NOTICE: Ninth Circuit Rule 36-3 provides that dispositions other
than opinions or orders designated for publication are not
precedential and should not be cited except when relevant under the
doctrines of law of the case, res judicata, or collateral estoppel.
(The decision of the Court is referenced in a "Table of Decisions
Without Reported Opinions" appearing in the Federal Reporter.)
CHURCH OF SCIENTOLOGY INTERNATIONAL, a California Non-Profit Religious
Steven FISHMAN; Uwe W. Geertz, Defendants/Appellees.
United States Court of Appeals, Ninth Circuit.
Argued and Submitted Aug. 2, 1994.
Decided Aug. 30, 1994.
Appeal from the United States District Court, for the Central District of
California, DC No. CV-91-6426 HLH-T; Harry L. Hupp, District Judge, Presiding.
REVERSED AND REMANDED.
Before: BROWNING, FARRIS and LEAVY, Circuit Judges.
**1 The Church of Scientology International appeals the district court's
denial of its motion to seal or return certain documents in the district
court's case file. We have jurisdiction pursuant to 28 U.S.C. s 1291. We
review for abuse of discretion. See Nixon v. Warner Communications, Inc.,
435 U.S. 589 (1978). We conclude that resolution of the issue before the court
requires that the district court make factual findings regarding whether the
disputed documents (1) contain trade secrets or (2) were relevant to any
defenses that defendants might have raised, or were merely surplusage filed for
motives not pertinent to this case.
I. Public access to judicial records
We reject defendants' argument that the district court lacked authority to
seal or return the disputed documents. We have held that there is a "strong
presumption" in favor of the public's right of access to judicial records.
Valley Broadcasting Co. v. United States Dist. Ct., 798 F.2d 1289, 1294 (9th
Cir.1986). However, that right is not absolute:
Every court has supervisory power over its own records and files, and access
has been denied where court files might have become a vehicle for improper
purposes. For example, the common-law right of inspection has bowed before the
power of a court to insure that its records are not "used to gratify private
spite or promote public scandal" through the publication of "the painful and
sometimes disgusting details of a divorce case." Similarly, courts have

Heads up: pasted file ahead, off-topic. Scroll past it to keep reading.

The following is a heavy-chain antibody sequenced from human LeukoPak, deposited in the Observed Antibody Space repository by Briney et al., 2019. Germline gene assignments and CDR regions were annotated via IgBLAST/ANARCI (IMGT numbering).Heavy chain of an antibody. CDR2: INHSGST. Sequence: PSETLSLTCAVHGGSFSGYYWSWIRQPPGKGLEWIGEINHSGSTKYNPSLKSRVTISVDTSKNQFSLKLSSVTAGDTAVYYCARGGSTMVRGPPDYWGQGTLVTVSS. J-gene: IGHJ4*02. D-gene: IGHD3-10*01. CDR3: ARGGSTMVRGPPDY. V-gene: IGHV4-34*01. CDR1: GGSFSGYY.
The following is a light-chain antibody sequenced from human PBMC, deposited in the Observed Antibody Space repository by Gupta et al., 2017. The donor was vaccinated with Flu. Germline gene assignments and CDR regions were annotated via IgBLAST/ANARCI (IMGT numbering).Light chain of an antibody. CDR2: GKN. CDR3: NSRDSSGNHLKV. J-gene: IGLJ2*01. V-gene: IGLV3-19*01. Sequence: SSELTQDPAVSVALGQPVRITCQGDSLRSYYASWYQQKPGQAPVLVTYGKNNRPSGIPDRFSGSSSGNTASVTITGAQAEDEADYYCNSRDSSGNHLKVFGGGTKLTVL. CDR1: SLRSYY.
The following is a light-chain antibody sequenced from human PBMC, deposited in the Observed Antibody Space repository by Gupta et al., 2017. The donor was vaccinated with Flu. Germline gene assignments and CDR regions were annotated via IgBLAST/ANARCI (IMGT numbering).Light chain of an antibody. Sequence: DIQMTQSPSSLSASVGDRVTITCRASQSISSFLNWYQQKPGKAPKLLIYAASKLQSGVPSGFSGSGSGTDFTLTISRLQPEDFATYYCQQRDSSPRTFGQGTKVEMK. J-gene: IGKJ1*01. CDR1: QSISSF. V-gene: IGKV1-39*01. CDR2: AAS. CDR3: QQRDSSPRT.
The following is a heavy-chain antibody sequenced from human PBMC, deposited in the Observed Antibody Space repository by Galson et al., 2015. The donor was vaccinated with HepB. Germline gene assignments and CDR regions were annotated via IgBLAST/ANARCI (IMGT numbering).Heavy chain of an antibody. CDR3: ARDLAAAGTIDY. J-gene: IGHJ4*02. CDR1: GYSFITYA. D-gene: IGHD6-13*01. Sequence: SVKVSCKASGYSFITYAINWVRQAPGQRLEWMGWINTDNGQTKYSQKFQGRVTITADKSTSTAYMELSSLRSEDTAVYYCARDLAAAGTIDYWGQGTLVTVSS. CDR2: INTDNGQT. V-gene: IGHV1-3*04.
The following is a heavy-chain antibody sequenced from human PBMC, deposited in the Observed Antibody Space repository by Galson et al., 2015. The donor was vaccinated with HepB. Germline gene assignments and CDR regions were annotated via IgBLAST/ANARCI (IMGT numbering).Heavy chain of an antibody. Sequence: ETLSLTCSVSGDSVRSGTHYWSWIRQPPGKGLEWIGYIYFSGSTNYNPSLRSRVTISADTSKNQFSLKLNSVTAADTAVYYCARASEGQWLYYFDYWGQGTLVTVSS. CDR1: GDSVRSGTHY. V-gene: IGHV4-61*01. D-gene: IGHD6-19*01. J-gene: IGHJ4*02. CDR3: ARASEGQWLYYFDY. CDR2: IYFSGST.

refused to permit their files to serve as reservoirs for libelous statements
for press consumption, or as sources of business information that might harm a
litigant's competitive standing.
Nixon, 435 U.S. at 598 (citations omitted); see also Valley
Broadcasting, 798 F.2d at 1294 (citing Nixon ).
Defendants' reliance on Seattle Times Co. v. Rhinehart, 467 U.S. 20 (1984)
for the proposition that the First Amendment prohibits a court from sealing any
materials a party obtains from means other than discovery is misplaced. In
Seattle Times, the Court ruled that upon a showing of good cause, courts
could issue protective orders limiting a party's right to disseminate
information obtained through discovery so long as such orders do "not restrict
the dissemination of the information if gained from other sources." Id. at
37. Thus, Seattle Times might prohibit the district court from issuing an
order preventing the defendants from disseminating the disputed documents since
those documents were not obtained through discovery. Seattle Times does
not, however, prevent the district court from sealing or returning documents
contained in its files.
For similar reasons, defendants' argument that sealing the documents would
constitute an impermissible prior restraint on speech is without merit. In
Rodgers v. United States Steel Corp., 536 F.2d 1001, 1005 n. 8 (3d
Cir.1976), the district court had ordered that "counsel for the Plaintiffs
shall not disclose or disseminate the content of any information or matters
contained in" a certain deposition. The Third Circuit held that because the
protective order prohibited plaintiffs' counsel from disclosing information
obtained through means other than discovery, it constituted a prior restraint
on speech. Id. at 1007-1008. Here, Scientology has specifically
represented to this court that it is not seeking an order preventing defendants
from disseminating information which they obtained through means other than
discovery. See Opening Brief at 19 ("CSI has not requested any relief which is
directed to the [defendants'] future conduct with regard to the Advanced
**2 Thus, the district court had the authority to issue a protective order
sealing or returning the disputed documents.
II. The Establishment and Free Exercise Clauses
We also reject Scientology's argument that the district court's failure to
seal or return the documents violated the Establishment and Free Exercise
Clauses of the First Amendment. The district court did not "overrule"
Scientology's ecclesiastical judgment on a matter of faith and doctrine.
Compare Serbian Eastern Orthodox Diocese v. Milivojevich, 426 U.S. 696, 709
(1976). The district court did not in any way rely on or interpret
Scientology's religious doctrines. Scientology has pointed to no record
evidence that its religion played any role in the district court's decision.
Milivojevich and the other cases cited by Scientology are inapplicable.
Scientology's argument that the district court's denial of its motion to seal
constituted a non-neutral governmental action that impinged on the free
exercise of religion is also without merit. It relies on Church of Lukumi
Babalu Aye v. Hialeah, 113 S.Ct. 2217 (1993). In Hialeah, the Court
overturned an ordinance prohibiting animal sacrifices because (1) the purpose
of the ordinance was to suppress elements of the Santeria worship service and
(2) it was not justified by a compelling state interest. Like Hialeah,
Scientology argues that the district court's action was non-neutral because the
district court's "revelation" of upper level materials affects only one group:
the Church of Scientology and its parishioners. The district court did not
"reveal" upper level materials to anyone. Further, Scientology has pointed to